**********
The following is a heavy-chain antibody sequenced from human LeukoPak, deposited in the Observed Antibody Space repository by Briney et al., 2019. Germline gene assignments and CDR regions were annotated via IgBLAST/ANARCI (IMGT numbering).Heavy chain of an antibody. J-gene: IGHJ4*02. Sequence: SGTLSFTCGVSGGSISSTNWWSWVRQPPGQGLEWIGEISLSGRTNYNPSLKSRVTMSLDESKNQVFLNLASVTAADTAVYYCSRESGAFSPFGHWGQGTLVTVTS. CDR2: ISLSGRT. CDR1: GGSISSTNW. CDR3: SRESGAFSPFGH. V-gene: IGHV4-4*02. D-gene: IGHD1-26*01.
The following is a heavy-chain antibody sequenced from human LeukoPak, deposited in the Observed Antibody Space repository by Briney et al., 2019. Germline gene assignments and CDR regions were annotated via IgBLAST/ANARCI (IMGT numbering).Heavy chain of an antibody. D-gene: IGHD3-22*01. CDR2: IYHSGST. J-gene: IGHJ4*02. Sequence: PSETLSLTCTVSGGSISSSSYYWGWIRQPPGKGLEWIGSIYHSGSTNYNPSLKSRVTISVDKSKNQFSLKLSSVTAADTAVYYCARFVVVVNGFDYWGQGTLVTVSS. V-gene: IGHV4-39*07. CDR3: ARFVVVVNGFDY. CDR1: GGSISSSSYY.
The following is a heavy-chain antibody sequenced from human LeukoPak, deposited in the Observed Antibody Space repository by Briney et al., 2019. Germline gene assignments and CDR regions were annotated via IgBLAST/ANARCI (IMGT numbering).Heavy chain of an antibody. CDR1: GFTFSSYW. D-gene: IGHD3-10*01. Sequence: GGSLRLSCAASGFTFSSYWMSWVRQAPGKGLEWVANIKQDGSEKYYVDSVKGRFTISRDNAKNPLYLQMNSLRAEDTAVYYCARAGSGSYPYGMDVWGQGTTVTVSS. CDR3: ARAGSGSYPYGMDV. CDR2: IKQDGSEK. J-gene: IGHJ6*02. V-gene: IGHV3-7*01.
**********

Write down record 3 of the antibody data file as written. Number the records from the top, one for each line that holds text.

The following is a heavy-chain antibody sequenced from human LeukoPak, deposited in the Observed Antibody Space repository by Briney et al., 2019. Germline gene assignments and CDR regions were annotated via IgBLAST/ANARCI (IMGT numbering).Heavy chain of an antibody. CDR1: GFTFSSYW. D-gene: IGHD3-10*01. Sequence: GGSLRLSCAASGFTFSSYWMSWVRQAPGKGLEWVANIKQDGSEKYYVDSVKGRFTISRDNAKNPLYLQMNSLRAEDTAVYYCARAGSGSYPYGMDVWGQGTTVTVSS. CDR3: ARAGSGSYPYGMDV. CDR2: IKQDGSEK. J-gene: IGHJ6*02. V-gene: IGHV3-7*01.